The city selected the county sheriff to provide police services in San Carlos, starting Nov. 1, 2010. Because savings exceeded the city’s original goals, San Carlos used some of these resources to re-establish services that had been unavailable in the community in recent years through the city Police Department. This included restoring:

 

  • A traffic officer to increase enforcement;
  • The Police Athletic League to maintain closer ties with local youth; and
  • A school resource officer to serve as a liaison between law enforcement and schools.

San Carlos also used the savings to set up a police substation at city hall, with a captain, a sergeant and an administrator, so law enforcement would have a local presence and residents would not have to go to Redwood City to access police services.

 

Fire Department. San Carlos was providing fire services through a shared department with the City of Belmont. Several agencies expressed interest in becoming the new service provider, so a formal RFP was needed. The city retained a consulting firm to develop specifications for the future fire services, draft the RFP and provide advice on selecting the future provider.

 

The city explored many options, including:

  • Re-establishing a city Fire Department;
  • Cutting expenses at the Fire Department it was sharing with the City of Belmont;
  • Obtaining services from a private provider that previously submitted an unsolicited proposal; and
  • Having a city Fire Department managed by a neighboring Fire Department.

In all, staff evaluated 20 different service options, with most providing both an equal or higher level of fire services and $1 million or more in annual savings. The city ultimately selected re-establishing a city Fire Department managed by neighboring Redwood City as the best option. This new department will begin serving San Carlos in October 2011.

 

Providing Recreation Services to Another City

 

While San Carlos was exploring options, the City of Half Moon Bay also issued RFPs for contract services, including one for contract recreation services. Doug Long, director of the San Carlos Parks and Recreation Department, saw the recreation RFP and recognized this might be an excellent opportunity for his city. Long had provided shared recreation services to a neighboring city in his previous job, so he sought and received approval to propose these services to Half Moon Bay. Using a unique approach of trading staff and management services for a share of revenue from classes, events and facility management, San Carlos was awarded this contract as the service provider. The new agreement, which starts in August 2011, will save Half Moon Bay more than $200,000 annually and allow San Carlos to leverage existing staff and bring in $75,000 per year in needed revenues.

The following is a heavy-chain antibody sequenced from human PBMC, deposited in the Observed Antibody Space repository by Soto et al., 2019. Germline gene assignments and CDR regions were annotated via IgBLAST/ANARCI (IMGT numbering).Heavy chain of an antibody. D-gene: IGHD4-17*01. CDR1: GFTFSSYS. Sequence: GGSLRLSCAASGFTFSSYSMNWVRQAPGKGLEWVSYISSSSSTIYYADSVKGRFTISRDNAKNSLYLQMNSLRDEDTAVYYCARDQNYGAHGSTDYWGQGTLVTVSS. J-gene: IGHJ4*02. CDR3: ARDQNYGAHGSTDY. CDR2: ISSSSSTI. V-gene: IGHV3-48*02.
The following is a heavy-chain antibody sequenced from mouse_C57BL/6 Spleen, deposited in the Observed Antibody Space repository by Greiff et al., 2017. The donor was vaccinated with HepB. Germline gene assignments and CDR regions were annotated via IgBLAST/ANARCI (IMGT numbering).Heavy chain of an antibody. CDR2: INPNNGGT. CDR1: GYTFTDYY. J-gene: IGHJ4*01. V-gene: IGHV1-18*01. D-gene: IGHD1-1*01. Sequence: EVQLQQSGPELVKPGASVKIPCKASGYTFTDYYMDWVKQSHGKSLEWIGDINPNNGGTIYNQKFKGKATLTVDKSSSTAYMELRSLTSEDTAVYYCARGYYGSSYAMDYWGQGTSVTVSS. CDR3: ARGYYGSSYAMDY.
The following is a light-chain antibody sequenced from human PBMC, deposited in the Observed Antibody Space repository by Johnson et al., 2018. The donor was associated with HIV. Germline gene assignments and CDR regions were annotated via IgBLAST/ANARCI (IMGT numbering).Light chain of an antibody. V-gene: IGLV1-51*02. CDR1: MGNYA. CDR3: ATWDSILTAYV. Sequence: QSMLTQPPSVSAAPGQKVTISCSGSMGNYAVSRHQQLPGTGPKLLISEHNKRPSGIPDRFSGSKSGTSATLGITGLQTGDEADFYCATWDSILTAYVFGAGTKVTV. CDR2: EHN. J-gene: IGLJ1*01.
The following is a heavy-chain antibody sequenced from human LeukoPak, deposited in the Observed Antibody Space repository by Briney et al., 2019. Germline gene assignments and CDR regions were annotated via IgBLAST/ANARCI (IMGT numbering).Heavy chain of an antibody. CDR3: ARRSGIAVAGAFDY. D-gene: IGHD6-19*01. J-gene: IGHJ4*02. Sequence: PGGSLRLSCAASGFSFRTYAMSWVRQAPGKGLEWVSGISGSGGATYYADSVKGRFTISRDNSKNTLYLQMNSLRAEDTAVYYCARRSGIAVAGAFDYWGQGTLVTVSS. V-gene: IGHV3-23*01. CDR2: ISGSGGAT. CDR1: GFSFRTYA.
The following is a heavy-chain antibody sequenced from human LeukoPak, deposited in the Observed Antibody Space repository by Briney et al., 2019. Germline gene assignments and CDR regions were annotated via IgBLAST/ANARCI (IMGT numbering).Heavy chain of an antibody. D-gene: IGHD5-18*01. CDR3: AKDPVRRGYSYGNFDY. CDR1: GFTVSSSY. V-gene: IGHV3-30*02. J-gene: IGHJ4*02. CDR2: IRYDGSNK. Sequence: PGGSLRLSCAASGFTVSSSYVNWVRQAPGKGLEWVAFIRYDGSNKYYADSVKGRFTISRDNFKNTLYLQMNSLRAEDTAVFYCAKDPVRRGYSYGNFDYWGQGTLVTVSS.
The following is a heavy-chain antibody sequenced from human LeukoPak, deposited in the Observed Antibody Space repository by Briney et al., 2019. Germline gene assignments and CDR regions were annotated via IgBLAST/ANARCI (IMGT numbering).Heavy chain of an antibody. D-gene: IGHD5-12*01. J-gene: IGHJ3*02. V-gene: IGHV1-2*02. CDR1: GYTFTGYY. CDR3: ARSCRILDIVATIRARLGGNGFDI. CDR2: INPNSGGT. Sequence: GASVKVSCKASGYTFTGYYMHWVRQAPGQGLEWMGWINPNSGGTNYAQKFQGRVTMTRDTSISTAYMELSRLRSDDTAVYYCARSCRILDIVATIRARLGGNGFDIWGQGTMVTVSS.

Lessons Learned

 

The shared and contract services project in San Carlos has been a big success. In just over a year, the city has gone from a budget with a structural deficit of $3.5 million per year to a surplus of $400,000 in the first year, with somewhat larger surpluses projected in future years.

 

The city gleaned three key lessons from the process:

 

  1. Residents are most concerned about the level of services provided. If you can demonstrate that services can be maintained through shared or contract services, residents are willing to consider such a project.
  2. It’s important to set benchmarks and stay focused. Throughout the project, the test of each proposal and option was: Does it maintain or increase services to the public, and does it meet or exceed the savings benchmark? All four of the service approaches developed and selected by San Carlos met these tests.
  3. Ignoring conventional wisdom can yield innovative, positive results. San Carlos did this by contracting with a private firm for landscaping, which some people might say would reduce the level of service; undoing a shared fire department, because the hybrid city department managed by a larger city offered a superior approach; and becoming a services provider, despite the fact that San Carlos is a small city.

 

Addressing today’s challenges of reduced revenues, increased expenses and a flat economy — often called “the new normal” — is not easy. But the San Carlos shared services project shows that with creativity, focus and some political courage, it is indeed possible. 

 

Advice From San Carlos

Question assumptions about what your city has already done or is doing now. A shared department isn’t always cheaper — contracting out might be more cost-effective.

Set specific targets for savings and levels of service.

Examine and evaluate a variety of options for different service areas.